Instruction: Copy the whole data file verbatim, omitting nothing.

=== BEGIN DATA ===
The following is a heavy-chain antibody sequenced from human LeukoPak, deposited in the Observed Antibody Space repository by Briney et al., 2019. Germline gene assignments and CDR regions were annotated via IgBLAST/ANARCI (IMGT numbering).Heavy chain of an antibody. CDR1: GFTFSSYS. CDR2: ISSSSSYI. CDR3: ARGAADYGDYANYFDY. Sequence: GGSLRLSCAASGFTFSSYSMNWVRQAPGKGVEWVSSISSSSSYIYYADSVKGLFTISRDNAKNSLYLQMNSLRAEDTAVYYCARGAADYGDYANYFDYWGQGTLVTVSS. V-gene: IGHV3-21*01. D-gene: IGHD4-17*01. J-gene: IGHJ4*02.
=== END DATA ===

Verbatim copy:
The following is a heavy-chain antibody sequenced from human LeukoPak, deposited in the Observed Antibody Space repository by Briney et al., 2019. Germline gene assignments and CDR regions were annotated via IgBLAST/ANARCI (IMGT numbering).Heavy chain of an antibody. CDR1: GFTFSSYS. CDR2: ISSSSSYI. CDR3: ARGAADYGDYANYFDY. Sequence: GGSLRLSCAASGFTFSSYSMNWVRQAPGKGVEWVSSISSSSSYIYYADSVKGLFTISRDNAKNSLYLQMNSLRAEDTAVYYCARGAADYGDYANYFDYWGQGTLVTVSS. V-gene: IGHV3-21*01. D-gene: IGHD4-17*01. J-gene: IGHJ4*02.